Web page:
Wis., Minn. set to decide open seat races

A crowded three-way race of GOP state lawmakers has developed to replace retiring Rep. Tom PetriTom PetriDem bill would make student loan payments contingent on income Black box to combat medical malpractice Two lawmakers faulted, two cleared in House Ethics probes MORE (R-Wis.), one of the few remaining centrist Republicans in the House, ahead of Tuesday's primary.

Wisconsin state Sen. Joe Leibham (R) raised the most money for the race and began with the most establishment support, but he has faced criticism for taking money from LIUNA, a union that backed the recall of Wisconsin Gov. Scott Walker (R), and his early lead seems to have slipped.

Businessman and first-term state legislator Duey Stroebel (R) has been self-funding his race and painting himself as the outsider, attacking both Leibham and state Sen. Glenn Grothman (R) as career politicians.

Grothman is the dark-horse candidate in the race. A hard-line conservative with a devoted local following and a penchant for controversial comments, he's attacked even Walker from the right on some issues and has agitated for conservative policy in the statehouse for decades.

Locals say any of the three could emerge as the nominee, and the fact that all three have been attacking one another makes it clear that none feel they can take the others for granted.

The district leans Republican, but Democrats believe if Grothman is the nominee, they could make a play for the seat. Winnebago County Executive Mark Harris (D) is Democrats' lone candidate for the seat.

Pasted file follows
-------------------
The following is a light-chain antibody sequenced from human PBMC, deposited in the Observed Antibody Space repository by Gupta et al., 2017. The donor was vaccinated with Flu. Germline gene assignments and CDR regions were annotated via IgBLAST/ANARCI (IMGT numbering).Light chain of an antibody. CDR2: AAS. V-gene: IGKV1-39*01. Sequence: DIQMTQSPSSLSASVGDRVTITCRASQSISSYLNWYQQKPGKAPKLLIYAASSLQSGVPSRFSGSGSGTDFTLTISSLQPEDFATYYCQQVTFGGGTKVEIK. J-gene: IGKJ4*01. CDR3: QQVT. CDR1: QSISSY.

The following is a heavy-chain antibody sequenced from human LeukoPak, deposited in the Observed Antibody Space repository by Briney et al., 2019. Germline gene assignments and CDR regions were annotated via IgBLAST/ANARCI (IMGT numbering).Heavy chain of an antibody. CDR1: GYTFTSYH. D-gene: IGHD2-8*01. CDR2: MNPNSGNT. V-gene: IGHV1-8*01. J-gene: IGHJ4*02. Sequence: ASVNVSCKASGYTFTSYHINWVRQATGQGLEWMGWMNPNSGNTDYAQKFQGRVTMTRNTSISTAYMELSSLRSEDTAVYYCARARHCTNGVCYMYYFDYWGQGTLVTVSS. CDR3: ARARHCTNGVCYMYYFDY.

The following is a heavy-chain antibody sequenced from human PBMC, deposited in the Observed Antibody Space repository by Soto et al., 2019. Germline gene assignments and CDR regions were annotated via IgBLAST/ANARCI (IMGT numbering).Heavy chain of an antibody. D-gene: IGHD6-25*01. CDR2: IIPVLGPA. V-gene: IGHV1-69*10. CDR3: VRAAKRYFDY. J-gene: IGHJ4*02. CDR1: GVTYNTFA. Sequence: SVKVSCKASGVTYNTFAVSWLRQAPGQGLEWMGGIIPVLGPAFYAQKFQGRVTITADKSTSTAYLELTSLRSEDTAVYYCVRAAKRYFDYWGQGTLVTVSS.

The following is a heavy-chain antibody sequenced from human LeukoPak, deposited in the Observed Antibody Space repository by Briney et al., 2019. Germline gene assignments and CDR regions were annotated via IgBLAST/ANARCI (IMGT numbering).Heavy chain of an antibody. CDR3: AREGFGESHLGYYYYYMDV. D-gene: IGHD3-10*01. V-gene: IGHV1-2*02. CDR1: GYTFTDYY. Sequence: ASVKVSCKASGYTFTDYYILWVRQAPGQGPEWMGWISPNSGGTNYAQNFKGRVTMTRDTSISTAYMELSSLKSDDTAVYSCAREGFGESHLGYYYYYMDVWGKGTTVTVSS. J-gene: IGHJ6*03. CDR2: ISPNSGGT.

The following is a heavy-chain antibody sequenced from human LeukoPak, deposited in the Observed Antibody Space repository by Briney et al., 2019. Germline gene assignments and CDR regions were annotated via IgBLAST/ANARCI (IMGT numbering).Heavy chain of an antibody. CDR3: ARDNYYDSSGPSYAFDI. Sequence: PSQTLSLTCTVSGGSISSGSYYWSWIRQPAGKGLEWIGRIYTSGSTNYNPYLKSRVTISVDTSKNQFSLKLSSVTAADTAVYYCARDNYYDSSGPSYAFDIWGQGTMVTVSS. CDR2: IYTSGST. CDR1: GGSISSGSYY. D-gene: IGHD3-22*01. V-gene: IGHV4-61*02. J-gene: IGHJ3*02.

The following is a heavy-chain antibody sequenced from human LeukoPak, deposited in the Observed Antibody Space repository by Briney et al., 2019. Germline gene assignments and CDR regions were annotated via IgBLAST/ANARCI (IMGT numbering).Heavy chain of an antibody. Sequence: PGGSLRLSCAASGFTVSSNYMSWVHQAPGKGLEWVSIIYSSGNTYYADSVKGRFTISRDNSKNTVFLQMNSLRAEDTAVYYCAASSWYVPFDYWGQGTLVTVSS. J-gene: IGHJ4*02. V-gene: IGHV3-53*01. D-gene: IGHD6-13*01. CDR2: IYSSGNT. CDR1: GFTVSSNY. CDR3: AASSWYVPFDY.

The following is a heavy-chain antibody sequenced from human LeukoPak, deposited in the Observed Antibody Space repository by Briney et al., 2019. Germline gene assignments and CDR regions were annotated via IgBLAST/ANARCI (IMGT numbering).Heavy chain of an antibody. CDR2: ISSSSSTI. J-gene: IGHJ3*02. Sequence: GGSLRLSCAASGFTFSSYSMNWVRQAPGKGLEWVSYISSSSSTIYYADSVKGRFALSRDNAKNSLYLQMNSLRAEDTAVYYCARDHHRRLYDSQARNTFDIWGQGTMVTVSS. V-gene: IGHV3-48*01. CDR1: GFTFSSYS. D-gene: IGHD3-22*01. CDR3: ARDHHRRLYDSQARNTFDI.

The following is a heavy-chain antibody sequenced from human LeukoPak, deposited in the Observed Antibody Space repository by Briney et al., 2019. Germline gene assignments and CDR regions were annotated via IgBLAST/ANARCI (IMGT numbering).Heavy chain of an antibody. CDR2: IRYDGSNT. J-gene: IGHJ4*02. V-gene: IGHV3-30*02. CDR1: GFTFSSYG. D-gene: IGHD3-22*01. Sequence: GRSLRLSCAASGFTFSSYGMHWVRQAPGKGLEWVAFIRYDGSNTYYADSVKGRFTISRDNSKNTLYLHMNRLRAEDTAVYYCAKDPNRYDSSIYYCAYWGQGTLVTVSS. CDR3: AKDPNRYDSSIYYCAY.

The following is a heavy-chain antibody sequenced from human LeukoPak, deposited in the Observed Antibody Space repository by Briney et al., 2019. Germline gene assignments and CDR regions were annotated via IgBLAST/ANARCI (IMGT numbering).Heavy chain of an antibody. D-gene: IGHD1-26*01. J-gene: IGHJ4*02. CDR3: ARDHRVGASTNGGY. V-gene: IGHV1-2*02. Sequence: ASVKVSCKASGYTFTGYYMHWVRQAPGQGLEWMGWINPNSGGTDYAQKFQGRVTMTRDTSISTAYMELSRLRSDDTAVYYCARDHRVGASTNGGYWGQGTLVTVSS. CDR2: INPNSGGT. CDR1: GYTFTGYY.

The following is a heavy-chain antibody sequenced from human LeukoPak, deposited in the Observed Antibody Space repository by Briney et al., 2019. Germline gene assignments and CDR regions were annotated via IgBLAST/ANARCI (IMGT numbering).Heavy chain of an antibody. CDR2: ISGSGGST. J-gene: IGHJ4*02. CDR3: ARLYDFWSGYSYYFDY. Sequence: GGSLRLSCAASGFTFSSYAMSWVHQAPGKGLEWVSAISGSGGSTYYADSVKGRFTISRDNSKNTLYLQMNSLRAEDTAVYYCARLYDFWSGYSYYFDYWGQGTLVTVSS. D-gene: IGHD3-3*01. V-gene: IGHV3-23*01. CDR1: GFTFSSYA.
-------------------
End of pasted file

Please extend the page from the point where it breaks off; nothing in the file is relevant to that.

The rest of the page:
Next door in Minnesota, Republicans will pick their candidate to replace retiring Rep. Michele BachmannMichele BachmannTrump says 2016 is the GOP's last chance to win Bachmann: Clinton will prosecute churches and nonprofits The Hill's 12:30 Report MORE (R-Minn.) in her conservative district. Former gubernatorial candidate Tom Emmer (R) won the state party nomination and is favored to win his primary against Anoka County Commissioner Rhonda Sivarajah (R), meaning he's likely headed to Congress next year.

Democrats will also pick their nominee to run an uphill race against Rep. Paul RyanPaul RyanCongress departs for recess until after Election Day House votes to delay Obama's overtime rule How Congress averted a shutdown MORE (R-Wis.). Filmmaker Amar Kaleka (D), whose father was murdered by a white supremacist in the 2012 Oak Creek Sikh temple shooting, is running against 2012 nominee Rob Zerban (D), who lost badly to Ryan last cycle in the Republican-leaning district.

Ryan also faces an opponent — Jeremy Ryan, a liberal activist whom Republicans tried to get thrown off the ballot.